Having said that, in today’s world, governments are not in a position to simply kick out people, however questionable their identity or their way of crossing the borders may be. I want to say it again: One key question is if migration for economic reasons is sustainable in the host countries. The many hundreds of thousands of Myanmar migrants to Thailand provide cheap labor in an economy that needs them. There is often a huge gap between the political will to register migrants and control them and the economic pressures that let people move and look for subsistence whatever the governments initiate.
MAWKUN: Recently, a Pakistani Taliban Group (TTP) threatened to attack Myanmar to avenge for the blood of Muslims. How much worrisome is it not only for the people in Rakhine State but also those in the entire nation? If they do so, what sort of social and political setting shall we see in the near future?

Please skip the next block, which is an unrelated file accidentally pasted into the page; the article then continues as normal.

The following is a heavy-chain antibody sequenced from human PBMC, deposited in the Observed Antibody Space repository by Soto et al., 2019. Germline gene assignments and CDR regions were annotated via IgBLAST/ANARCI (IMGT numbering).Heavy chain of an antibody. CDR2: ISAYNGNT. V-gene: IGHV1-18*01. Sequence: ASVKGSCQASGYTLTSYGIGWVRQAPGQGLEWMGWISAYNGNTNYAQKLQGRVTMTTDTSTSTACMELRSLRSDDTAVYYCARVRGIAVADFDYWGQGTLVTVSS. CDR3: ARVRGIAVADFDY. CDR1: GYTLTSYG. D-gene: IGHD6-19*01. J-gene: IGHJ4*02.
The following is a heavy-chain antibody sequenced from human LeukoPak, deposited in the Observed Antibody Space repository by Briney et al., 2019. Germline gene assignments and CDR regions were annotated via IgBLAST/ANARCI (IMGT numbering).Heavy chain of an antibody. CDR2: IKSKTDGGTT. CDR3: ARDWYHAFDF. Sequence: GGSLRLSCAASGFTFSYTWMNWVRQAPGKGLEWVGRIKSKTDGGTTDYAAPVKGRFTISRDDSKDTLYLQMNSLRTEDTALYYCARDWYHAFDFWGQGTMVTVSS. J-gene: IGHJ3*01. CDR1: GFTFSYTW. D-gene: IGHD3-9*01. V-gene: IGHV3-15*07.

LEIDER: Muslim leaders in Myanmar will most probably not welcome the vociferous declarations of Taliban groups, but reject them. Extremist groups are keen and generally successful to catch the attention of the public, especially with an issue that is already internationalized and spread by the media. So it looks as if, though they are mere outsiders, they are implicated already. The fact is they are not and they do only represent their own extremist viewpoints for their own sake. Terrorist threats when they are recognized as security issues to the state and the people,have to be dealt with by cooperation between governments. Communal strife and violence are worrying enough and efforts have to be made to contain them so that terrorist networks cannot take hold.